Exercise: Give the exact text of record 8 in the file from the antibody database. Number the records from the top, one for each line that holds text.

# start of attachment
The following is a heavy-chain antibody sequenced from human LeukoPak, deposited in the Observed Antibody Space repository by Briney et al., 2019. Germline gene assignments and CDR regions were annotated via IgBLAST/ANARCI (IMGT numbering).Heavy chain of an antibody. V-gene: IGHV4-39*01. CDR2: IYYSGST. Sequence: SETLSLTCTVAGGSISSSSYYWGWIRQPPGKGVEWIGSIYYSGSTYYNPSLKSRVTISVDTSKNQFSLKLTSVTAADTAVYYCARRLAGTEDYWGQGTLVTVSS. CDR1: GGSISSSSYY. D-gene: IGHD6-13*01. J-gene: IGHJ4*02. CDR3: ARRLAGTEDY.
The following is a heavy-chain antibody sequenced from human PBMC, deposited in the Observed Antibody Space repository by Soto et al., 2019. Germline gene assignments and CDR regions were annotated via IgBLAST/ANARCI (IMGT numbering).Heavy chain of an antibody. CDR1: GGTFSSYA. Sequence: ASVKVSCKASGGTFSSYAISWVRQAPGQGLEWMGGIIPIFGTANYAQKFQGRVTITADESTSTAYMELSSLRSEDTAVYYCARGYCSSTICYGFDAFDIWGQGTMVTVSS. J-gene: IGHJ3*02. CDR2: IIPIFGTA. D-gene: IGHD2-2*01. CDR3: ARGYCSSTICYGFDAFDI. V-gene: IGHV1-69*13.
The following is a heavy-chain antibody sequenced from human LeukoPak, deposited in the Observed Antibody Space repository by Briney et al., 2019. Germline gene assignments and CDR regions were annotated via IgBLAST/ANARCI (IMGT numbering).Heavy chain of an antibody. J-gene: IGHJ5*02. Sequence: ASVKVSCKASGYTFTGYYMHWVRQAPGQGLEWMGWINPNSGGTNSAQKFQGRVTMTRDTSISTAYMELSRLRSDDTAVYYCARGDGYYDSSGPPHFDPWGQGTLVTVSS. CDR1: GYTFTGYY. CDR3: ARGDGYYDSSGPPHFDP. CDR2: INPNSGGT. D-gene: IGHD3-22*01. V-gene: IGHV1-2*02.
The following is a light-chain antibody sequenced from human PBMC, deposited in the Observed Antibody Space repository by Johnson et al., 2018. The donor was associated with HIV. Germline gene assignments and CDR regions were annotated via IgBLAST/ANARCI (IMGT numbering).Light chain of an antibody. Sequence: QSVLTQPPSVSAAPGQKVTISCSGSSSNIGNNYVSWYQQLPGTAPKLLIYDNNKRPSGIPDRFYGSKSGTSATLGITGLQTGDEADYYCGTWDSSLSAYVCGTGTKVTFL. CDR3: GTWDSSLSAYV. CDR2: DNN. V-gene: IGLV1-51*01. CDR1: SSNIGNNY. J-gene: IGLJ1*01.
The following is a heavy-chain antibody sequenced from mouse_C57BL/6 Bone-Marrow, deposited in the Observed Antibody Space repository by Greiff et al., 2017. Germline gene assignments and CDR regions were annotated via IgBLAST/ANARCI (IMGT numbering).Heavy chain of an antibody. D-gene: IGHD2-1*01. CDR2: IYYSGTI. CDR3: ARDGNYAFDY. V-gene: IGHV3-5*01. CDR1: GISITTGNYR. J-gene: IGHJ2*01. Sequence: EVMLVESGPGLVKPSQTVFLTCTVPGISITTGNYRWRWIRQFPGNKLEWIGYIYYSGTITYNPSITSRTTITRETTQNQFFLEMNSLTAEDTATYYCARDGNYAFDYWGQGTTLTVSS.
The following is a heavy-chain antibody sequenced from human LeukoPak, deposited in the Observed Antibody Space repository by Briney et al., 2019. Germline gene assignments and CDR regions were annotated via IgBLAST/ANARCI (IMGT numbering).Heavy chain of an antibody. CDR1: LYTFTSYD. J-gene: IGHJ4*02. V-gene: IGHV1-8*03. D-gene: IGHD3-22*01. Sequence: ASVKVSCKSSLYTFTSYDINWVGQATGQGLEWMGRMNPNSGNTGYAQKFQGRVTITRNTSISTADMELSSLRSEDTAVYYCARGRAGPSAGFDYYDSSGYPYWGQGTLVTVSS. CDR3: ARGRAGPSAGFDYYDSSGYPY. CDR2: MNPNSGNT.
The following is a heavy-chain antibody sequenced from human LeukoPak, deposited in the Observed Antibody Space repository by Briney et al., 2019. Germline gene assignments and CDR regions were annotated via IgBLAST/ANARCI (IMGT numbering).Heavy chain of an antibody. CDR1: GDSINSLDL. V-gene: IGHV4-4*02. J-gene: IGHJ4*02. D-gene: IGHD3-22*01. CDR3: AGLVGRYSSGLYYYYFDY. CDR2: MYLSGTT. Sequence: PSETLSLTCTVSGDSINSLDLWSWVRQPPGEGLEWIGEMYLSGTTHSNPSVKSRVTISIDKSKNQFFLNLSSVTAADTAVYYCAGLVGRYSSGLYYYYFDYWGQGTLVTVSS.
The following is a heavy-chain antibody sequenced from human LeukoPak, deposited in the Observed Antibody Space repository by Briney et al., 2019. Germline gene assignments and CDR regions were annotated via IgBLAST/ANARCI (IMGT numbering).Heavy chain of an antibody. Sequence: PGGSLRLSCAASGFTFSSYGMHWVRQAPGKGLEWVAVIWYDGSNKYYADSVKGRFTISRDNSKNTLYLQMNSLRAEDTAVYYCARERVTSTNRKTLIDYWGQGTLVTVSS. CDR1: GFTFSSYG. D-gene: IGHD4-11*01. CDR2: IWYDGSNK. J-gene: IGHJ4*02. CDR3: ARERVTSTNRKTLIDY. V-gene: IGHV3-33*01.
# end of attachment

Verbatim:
The following is a heavy-chain antibody sequenced from human LeukoPak, deposited in the Observed Antibody Space repository by Briney et al., 2019. Germline gene assignments and CDR regions were annotated via IgBLAST/ANARCI (IMGT numbering).Heavy chain of an antibody. Sequence: PGGSLRLSCAASGFTFSSYGMHWVRQAPGKGLEWVAVIWYDGSNKYYADSVKGRFTISRDNSKNTLYLQMNSLRAEDTAVYYCARERVTSTNRKTLIDYWGQGTLVTVSS. CDR1: GFTFSSYG. D-gene: IGHD4-11*01. CDR2: IWYDGSNK. J-gene: IGHJ4*02. CDR3: ARERVTSTNRKTLIDY. V-gene: IGHV3-33*01.